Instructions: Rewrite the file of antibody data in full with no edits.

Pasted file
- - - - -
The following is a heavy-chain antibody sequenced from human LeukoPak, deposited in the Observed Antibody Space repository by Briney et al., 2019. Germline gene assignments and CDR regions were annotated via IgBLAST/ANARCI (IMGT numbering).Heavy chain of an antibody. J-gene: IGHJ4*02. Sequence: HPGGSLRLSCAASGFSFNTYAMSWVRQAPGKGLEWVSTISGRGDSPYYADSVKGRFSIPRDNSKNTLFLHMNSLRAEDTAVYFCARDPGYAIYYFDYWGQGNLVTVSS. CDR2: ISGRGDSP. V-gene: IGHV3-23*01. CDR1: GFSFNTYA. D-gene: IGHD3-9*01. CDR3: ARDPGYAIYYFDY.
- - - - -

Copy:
The following is a heavy-chain antibody sequenced from human LeukoPak, deposited in the Observed Antibody Space repository by Briney et al., 2019. Germline gene assignments and CDR regions were annotated via IgBLAST/ANARCI (IMGT numbering).Heavy chain of an antibody. J-gene: IGHJ4*02. Sequence: HPGGSLRLSCAASGFSFNTYAMSWVRQAPGKGLEWVSTISGRGDSPYYADSVKGRFSIPRDNSKNTLFLHMNSLRAEDTAVYFCARDPGYAIYYFDYWGQGNLVTVSS. CDR2: ISGRGDSP. V-gene: IGHV3-23*01. CDR1: GFSFNTYA. D-gene: IGHD3-9*01. CDR3: ARDPGYAIYYFDY.